► Distance between eyes
► Width of the nose
► Depth of eye sockets
► Cheek bones
► Jaw lines
► Chin
                     SOFTWARE
   Facial Recognition
    Software is based on the
    ability to first recognize
    faces, which is a
    technological feat in itself
    & then measure the
    various features of each
    face.
   The software that are
    used are FaceIt and FRS
    SDK Ver2.0
                                   Facial recognition software is
                                   designed to pinpoint a face and
                                   measure its features.
        THE BASIC PROCESS
1)   Detection: When the system is attached to a video
     surveillance system, the recognition software searches
     the field of view of a video camera for faces. If there is
     a face in the view, it is detected within a fraction of a
     second.

2)   Alignment: Once a face is detected, the system
     determines the head's position, size and pose. A face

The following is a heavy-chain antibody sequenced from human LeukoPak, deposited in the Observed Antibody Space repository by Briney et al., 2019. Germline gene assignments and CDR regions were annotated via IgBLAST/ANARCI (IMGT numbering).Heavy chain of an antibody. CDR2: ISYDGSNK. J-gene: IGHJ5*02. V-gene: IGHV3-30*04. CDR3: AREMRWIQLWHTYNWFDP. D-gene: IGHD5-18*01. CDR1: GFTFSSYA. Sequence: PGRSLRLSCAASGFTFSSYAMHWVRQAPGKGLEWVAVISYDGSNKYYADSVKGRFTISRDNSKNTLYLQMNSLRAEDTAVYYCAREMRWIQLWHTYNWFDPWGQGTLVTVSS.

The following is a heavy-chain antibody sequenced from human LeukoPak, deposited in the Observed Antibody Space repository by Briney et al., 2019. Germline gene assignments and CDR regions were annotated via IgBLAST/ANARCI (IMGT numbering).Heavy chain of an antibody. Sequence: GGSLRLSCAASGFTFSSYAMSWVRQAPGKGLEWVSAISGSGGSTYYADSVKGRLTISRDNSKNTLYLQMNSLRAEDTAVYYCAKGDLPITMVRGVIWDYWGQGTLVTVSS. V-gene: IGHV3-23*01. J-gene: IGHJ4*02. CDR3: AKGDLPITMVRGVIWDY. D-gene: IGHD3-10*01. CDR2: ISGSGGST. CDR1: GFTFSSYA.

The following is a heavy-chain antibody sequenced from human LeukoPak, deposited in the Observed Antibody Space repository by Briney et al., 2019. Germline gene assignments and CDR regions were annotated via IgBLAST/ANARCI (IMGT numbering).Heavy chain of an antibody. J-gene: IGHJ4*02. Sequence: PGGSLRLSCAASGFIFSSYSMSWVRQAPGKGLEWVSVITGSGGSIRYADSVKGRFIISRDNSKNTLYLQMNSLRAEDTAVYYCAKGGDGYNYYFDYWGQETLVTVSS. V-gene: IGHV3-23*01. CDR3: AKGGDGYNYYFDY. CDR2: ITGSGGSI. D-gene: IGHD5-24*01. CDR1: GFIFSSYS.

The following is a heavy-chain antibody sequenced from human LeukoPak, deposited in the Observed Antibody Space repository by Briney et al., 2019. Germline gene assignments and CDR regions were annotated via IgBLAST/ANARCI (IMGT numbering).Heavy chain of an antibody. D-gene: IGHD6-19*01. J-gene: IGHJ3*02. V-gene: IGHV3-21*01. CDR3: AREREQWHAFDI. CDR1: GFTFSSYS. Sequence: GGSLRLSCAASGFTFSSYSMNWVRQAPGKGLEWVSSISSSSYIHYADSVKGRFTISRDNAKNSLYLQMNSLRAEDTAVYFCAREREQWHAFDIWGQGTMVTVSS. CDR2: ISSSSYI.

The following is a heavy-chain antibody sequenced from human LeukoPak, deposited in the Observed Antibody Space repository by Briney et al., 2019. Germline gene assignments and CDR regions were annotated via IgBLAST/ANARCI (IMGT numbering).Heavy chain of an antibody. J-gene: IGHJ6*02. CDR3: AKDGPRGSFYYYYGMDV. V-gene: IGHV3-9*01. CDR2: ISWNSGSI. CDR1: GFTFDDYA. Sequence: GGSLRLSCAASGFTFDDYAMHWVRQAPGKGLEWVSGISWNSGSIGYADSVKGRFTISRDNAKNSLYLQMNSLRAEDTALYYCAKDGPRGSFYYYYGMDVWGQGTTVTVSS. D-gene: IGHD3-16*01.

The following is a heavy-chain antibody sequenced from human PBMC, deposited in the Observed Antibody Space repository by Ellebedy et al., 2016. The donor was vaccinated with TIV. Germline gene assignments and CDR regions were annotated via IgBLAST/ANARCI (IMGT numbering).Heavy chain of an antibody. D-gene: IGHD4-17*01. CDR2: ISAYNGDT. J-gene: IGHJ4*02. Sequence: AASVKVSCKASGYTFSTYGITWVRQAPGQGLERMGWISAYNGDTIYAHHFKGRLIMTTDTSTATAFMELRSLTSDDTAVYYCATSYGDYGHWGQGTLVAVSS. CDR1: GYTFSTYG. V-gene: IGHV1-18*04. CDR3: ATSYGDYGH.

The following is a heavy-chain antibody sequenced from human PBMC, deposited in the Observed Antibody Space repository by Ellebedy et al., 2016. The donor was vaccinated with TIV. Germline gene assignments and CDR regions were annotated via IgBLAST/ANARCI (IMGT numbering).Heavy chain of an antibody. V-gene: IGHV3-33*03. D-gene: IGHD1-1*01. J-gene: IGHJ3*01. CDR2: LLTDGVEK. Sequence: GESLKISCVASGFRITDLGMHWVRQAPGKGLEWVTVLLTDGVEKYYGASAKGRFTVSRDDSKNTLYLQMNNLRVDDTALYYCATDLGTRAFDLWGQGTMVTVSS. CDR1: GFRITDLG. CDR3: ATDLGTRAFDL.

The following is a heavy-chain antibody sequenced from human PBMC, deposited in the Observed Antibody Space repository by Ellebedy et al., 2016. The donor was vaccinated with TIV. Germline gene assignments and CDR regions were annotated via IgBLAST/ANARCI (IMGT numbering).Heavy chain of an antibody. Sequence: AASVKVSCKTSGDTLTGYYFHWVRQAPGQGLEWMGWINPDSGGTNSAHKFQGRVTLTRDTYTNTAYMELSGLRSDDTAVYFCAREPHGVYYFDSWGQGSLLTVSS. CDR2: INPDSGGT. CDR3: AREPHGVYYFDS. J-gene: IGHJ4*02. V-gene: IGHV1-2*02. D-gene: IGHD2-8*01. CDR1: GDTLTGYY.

needs to be turned at least 35 degrees toward the
     camera for the system to register it.

3)   Normalization: The image of the head is scaled and
     rotated so that it can be registered and mapped into an
     appropriate size and pose. Normalization is performed
     regardless of the head's location and distance from the
     camera. Light does not impact the normalization
     process.
4) Representation: The system translates the facial
  data into a unique code. This coding process
  allows for easier comparison of the newly
  acquired facial data to stored facial data

5) Matching: The newly acquired facial data is
  compared to the stored data and (ideally) linked
  to at least one stored facial representation
   The heart of the FaceIt
    facial recognition system is
    the Local Feature Analysis
    (LFA) algorithm. This is the
    mathematical technique the
    system uses to encode
    faces. The system maps
    the face and creates a
    faceprint, a unique
    numerical code for that
    face. Once the system has
    stored a faceprint, it can
    compare it to the
    thousands or millions of
    faceprints stored in a
    database. Each faceprint is
    stored as an 84-byte file.
                                   Using facial recognition software,